What are some undesirable property attributes that a new investor might not think about when purchasing a property? For example, being across the street from a school sounds like a plus, but I am told that it is a negative (or at least doesn't increase value). And I wouldn't think having power lines behind your property would be a big deal, but I am told that it is.
Well first of all, I think " would I live here ?". Then I look for anything that someone MIGHT find undesirable: noisy/large pet next door, messy neighbors, heavy drive by traffic...etc. What are other rentals doing in the area? Is there a lot of vacancy? My thinking is that pretty much any property is rentable ....at the right price.
Cruise the neighborhood around 10am and 1pm. If all the cars are in the driveway still it's probably a bad sign.
@Cory Browning I am not sure if you are married or not but I always ask myself "would my wife complain about this?" If the answer is yes.....pass..... Fact of the matter homes should appeal to the wife... Most of the time the final yes or no will be made by the wife.
But numerous items you listed are a negative ..... Double yellow lines out front, across from a school, power lines, shopping center, apartments behind, back yard is backing to interstate, etc etc is a pass for a flip property unless you can get it real cheap and sell it well below value for a profit.....but in general it will take a little longer to sell. Just depends on your market kind of a general question. Hope that helps.
@Cory Browning This is an interesting question and best answer I read so far was by @Rob Gleason . Ask yourself if you could live there. Undesirable is a very subjective term and one we may want to avoid when speaking about neighborhoods where people live.
Whatever you, as an investor, want to buy should be your first priority. Look for the type of property that fits your criteria. There is no reason to look for things you do not want. Your time is too precious to think otherwise.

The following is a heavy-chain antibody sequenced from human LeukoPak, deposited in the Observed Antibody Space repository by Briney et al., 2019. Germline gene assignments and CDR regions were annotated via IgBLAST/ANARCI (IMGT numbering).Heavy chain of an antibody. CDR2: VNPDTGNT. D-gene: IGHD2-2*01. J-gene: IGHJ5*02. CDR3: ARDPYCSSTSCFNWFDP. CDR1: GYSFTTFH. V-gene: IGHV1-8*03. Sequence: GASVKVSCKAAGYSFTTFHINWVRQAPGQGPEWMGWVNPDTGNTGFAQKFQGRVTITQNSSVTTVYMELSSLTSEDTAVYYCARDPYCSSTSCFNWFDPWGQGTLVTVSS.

When you find a property that fits your buying criteria, then you can make decisions about repairs, safety issues and cosmetic changes that will improve the appearance. Think in terms of attracting the right tenant for your property and you will be less inclined to make a mistake.
I appreciate the feedback from all of you. It is easy to get into the mindset of categorizing these "undesirable" attributes as things to completely avoid as opposed to realizing that these are subjective and should be factored accordingly (price, extended holding time, etc.).
We got into the habit of using the google map satellite feature as our first potential view. It's amazing how many huge power lines or transformer stations, quarries, commercial buildings, railroad tracks, animal farms, etc., are out there lurking next to what initially looks like a great deal for an investment. It helped us narrow things down before ever leaving the house, and some weren't immediately visible during a drive out to the property so we might not have noticed them without using the map search. A recent hazard was underground springs, something we had not been exposed to before, so always a good idea to talk to locals, find out what their problems are if you don't already know the area well.
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